|Croatia tops 2015 airport connectivity report among EX-YU countries|
The countries of the former Yugoslavia offer fewer connections to passengers travelling by air, both direct and indirect, compared to their European rivals, according to Airport Council International's (ACI) latest connectivity report. Connectivity is the metric by which airports live - the more connected an airport is to the wider world, the more attractive it becomes to its users and the greater the value it provides to the community and local, regional or national economy it serves. The 2015 report looks at Europe's total airport connectivity (direct and indirect), onward connectivity from Europe and hub connectivity. In essence, the report defines the connectivity of an airport as the weighted number of weekly flights available from that airport to non-stop destinations and to one-stop destinations involving flights of the same airline or of two airlines in an alliance or codeshare.
According to the report, Macedonia has the lowest national connectivity level of all former Yugoslav countries and one of the lowest in Europe, ahead of only Slovakia and Monaco. Although Macedonia has seen significant growth in passenger numbers over the past decade, as well as strong government support for air travel, the dominance of low cost carriers has impacted its report figures. Within the EX-YU region, Macedonia is followed by Bosnia and Herzegovina, Montenegro and then Slovenia. Serbia ranked second best on the connectivity scale with Croatia following closely on top with several active international airports. Kosovo was not included in the study. Germany has the highest level of airport connectivity, followed by the United Kingdom and France. The top five, which also includes Spain and Italy, provide 65% of EU connectivity and 51% for Europe as a whole. The leading non-EU countries are Turkey, Switzerland and Russia.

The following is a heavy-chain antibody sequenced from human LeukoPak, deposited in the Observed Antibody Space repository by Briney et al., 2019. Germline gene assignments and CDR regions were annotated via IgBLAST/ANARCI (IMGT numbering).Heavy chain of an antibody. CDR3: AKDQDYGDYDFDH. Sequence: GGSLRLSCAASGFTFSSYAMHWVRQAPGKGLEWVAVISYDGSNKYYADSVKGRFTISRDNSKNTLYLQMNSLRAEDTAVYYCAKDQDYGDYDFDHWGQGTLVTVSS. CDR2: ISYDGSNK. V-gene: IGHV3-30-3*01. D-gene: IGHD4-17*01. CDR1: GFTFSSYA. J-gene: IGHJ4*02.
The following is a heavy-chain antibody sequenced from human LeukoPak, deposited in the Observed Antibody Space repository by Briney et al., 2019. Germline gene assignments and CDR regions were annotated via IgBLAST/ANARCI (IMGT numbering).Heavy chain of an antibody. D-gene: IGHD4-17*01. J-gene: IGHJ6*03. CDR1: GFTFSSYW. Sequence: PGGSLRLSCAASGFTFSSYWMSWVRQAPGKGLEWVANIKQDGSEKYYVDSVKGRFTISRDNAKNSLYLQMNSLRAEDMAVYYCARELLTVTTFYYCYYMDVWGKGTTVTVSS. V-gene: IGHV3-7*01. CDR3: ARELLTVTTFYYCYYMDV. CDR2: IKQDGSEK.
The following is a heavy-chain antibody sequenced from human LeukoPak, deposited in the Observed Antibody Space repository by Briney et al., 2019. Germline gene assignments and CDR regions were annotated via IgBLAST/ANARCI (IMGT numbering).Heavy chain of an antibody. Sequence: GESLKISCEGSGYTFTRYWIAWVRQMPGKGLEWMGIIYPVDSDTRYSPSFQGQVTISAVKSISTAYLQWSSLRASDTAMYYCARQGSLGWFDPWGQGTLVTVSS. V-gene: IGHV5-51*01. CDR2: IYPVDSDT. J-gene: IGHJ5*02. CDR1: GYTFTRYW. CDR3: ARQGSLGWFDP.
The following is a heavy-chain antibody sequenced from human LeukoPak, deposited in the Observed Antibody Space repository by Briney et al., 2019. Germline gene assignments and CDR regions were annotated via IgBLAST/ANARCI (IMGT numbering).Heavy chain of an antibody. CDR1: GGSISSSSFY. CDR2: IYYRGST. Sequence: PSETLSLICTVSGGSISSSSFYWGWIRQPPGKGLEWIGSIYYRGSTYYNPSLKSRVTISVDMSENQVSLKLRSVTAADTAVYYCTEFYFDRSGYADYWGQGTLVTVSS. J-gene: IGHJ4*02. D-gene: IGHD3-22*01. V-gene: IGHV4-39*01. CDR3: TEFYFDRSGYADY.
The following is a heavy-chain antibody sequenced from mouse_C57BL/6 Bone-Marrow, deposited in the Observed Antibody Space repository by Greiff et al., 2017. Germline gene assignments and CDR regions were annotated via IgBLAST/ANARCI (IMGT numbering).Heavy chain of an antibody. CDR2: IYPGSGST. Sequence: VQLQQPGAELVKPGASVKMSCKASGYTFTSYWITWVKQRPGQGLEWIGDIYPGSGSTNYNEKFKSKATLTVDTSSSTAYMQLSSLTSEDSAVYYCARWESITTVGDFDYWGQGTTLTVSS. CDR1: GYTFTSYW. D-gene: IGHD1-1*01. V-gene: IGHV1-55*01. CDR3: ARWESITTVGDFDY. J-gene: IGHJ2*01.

|European rank (out of 44)||Country|
|41||Bosnia and Herzegovina|
On the other hand, individual capital city airports from across the region have seen robust connectivity growth over the past decade. Between 2005 and 2015, Podgorica was the fastest-growing capital city airport within the former Yugoslavia in terms of connectivity, averaging growth of 341%. It is followed by Belgrade at 118%, Sarajevo at 61%, Zagreb at 46% and Ljubljana at 21%, while ACI reports that Skopje's overall connectivity declined 5%. ACI uses the report as an opportunity to stress the importance of public policy and regulation in facilitating and enhancing connectivity, which is closely linked to the economic wealth of countries. ACI has called for progress on issues such as airport capacity, the liberalisation of market access, the lowering of navigation charges and aviation taxes and lighter economic regulation for airports.